As financial institutions wake up to the fact that women are a major market, it seems that not a day goes by without new research coming to the fore about women and money. On one hand, we’re told we’re great investors, on the other hand, we’re told we lack confidence and that we’re “leaving money on the table.”
I don’t know about you, but I’m confused.
What is not confusing is that women have to account for specific factors when it comes to long-term financial planning. These include:
- Women generally live longer than men.
- Women typically take time out of the workforce to care for children and/or older relatives.
- Notwithstanding that women are increasingly becoming the breadwinners, women tend to earn less than men for the same jobs.
These factors exert extra pressure on the need, for both men and women, to build nest eggs that financially support them for the duration of our lives.
Ensuring an adequate nest egg, however, doesn’t happen through saving alone (although that is a significant factor). Unfortunately, inflation – “a sustained increase in the general price level of goods and services in an economy over a period of time” – means that dollars we save today will be worth less in the future. Saving is a necessary but insufficient condition for long-term financial success. In short, it’s the combination of saving AND investing that is the key to maintaining the purchasing power of our hard earned (and hard saved) dollars.
Alas, here’s where the alarm bells goes off: The data indicates that we women are not getting this investing thing right.
We’re Not Investing Enough
Wells Fargo recently released findings – based on their own internal participation rates – suggesting that women are less likely than men to participate in 401(k) plans. And for those who do sign up to participate in a 401(k), individual women tend to contribute less of their paychecks than individual men.
Along these same lines, according to Blackrock’s Global Investor Pulse survey, 55% of women globally (compared with 47% of men) agreed with the statement “I am not willing to take any risks with my money.” This suggests there’s a lot of money being kept in low-return vehicles or, worse, under mattresses when women are making investment decisions.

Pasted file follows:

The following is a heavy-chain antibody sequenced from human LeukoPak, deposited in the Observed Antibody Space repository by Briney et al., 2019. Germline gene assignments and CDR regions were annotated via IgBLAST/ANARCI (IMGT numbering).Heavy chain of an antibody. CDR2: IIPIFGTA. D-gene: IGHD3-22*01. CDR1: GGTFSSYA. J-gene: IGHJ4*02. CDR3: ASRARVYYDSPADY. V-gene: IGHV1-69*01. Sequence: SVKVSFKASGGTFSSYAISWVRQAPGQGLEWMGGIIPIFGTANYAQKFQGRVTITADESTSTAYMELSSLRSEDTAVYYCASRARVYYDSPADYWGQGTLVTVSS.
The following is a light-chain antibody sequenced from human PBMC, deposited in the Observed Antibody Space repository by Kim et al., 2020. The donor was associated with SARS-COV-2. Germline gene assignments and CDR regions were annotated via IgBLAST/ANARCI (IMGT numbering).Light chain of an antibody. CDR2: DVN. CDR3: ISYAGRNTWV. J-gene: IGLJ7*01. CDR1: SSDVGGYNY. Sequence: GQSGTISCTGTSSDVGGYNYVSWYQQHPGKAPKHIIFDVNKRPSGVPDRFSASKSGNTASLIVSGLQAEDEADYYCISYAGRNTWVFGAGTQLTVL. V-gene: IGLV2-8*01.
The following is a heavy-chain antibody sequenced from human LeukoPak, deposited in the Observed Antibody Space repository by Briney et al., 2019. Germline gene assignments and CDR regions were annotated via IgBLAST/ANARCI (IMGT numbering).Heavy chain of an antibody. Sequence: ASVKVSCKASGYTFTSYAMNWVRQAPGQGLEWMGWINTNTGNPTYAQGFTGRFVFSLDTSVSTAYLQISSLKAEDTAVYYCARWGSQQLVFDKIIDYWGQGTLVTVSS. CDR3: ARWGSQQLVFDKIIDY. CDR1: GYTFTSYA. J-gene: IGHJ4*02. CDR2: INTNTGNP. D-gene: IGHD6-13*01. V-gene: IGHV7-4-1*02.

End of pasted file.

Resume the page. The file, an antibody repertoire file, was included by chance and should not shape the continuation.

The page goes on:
We’re Not Investing in The Best Products For Building Long-Term Wealth
Women are generally more risk averse than men. As Nelli Oster of Blackrock explains, we tend to hold more of our assets in lower-risk investments such as cash and fixed-income products, as opposed to investing in the stock market.
There are a number of theories as to why this risk aversion exists, including lack of confidence and psychological make-up. Oster states, “Women tend to report stronger mental imagery than men and experience nervousness and fear more pronouncedly. This may result in women underestimating the probability of high likelihood gains, and exhibiting more pessimism when faced with risky decisions.”
Whatever the reasons, given women’s statistically longer life spans than men, our collective retirement nest eggs need be built to last and that requires that we up our collective investing game.
And Yet, When We Do It, We’re Better At It Than Men?!
So here’s how this seemingly contradictory research plays out.
Women tend to think about investing differently to men: we seek more help, we think about money in the context of our lives and security, and we’re more likely to ask for help. We’re also less likely to over-trade our accounts and lose money by racking up lots of fees.
A study undertaken by finance professors Brad Barber and Terrance Odean over a six-year period concluded that men trade 45% more than women, reducing their net returns by 2.65 percentage points per annum. In comparison, women reduced their net returns by 1.72 percentage points. It may not sound like a lot, but it makes a big difference when compounded annually.
Oster notes that “men’s generally higher impatience when it comes to seeing good investment returns makes them more prone to attempt market timing, and to get hurt when timing is off.” By way of example, during the market crash of 2008-2009, women were more likely to hang on to their equity investments while men were more likely to trade out.